To the critics who say this incident (oh alleged, as we are in a litigious society now) should not be discussed on a public forum I say this. If this thread does nothing else but draws only one crew's attention to have a rethink on the very serious subject of deicing/anti icing then it has to be worth while, don't you think?
That could have been achieved without identifying the airline and crew. That was an unnecessary finger-pointing exercise.
Pointing fingers and calling somebody a cowboy implies that the finger-pointer is not. That is perhaps often the real reason for the pointing.
It would indeed - nevertheless - in an age of open information, consider that the open availability of this alleged incident may have had the potential to save even more crews who may have happened to read it just this week - or indeed prompted others to have spoken out when flight safety appears to be compromised in other circumstances.
Open information obliges us to be open about our actions and for management structure to consider how such decisions have been taken. I am sure that the crew have a competent employee representative to look after them in this case.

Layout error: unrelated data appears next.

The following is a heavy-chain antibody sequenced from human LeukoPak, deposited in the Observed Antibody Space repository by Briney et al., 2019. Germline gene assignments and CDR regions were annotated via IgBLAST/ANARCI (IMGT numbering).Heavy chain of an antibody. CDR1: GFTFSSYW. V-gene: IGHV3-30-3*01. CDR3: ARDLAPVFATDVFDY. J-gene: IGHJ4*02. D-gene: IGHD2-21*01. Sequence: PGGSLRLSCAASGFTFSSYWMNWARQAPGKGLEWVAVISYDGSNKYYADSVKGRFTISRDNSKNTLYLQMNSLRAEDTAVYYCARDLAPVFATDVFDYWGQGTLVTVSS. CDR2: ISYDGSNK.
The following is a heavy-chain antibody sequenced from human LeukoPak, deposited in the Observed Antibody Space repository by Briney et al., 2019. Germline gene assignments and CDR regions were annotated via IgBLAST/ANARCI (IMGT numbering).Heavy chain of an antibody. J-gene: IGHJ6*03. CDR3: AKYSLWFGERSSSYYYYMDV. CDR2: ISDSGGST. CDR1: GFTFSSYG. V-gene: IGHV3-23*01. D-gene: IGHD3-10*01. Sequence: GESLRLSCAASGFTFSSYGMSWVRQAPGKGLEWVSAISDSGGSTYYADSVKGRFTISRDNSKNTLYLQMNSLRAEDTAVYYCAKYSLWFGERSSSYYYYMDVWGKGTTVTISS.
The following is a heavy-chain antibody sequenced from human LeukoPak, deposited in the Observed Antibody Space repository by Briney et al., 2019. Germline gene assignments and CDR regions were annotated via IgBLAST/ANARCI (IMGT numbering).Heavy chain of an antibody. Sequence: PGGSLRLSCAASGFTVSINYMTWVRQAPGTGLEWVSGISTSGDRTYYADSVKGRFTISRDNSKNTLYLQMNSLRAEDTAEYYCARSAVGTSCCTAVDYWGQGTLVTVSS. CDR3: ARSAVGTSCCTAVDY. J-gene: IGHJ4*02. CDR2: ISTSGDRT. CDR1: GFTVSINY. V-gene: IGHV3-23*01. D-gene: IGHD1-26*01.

Flight safety concerns everyone who can influence the decisionmaking process - from management to flight crew.
To suggest otherwise, or that incidents should be hushed up is a retrograde step.
Pointing fingers and calling somebody a cowboy implies that the finger-pointer is not.
Pointing fingers and calling someone a cowboy has surely got us looking in the right direction. The finger-pointer is not a child and is not hiding. I don't know LTD but he self-evidently is alert to big picture hazards, and he's a caring whistleblower and he's a good role model. The world needs more of all three types .
This thread ain't about egos, it's about contaminated flying surfaces that probably stayed contaminated till they flew a bit. How much of each we don't know because we didn't deice. All we know is that one was ultimately not catastrophic and the other overcame the first before the runway ran out.
Thesedays I don't want a preponderance of judgement calls on flight decks. I want applied science wherever possible, please ladies and gentlemen!
Last edited by slip and turn; 14th Dec 2007 at 17:45.
This thread ain't about egos, it's about contaminated flying surfaces that probably stayed contaminated till they flew a bit.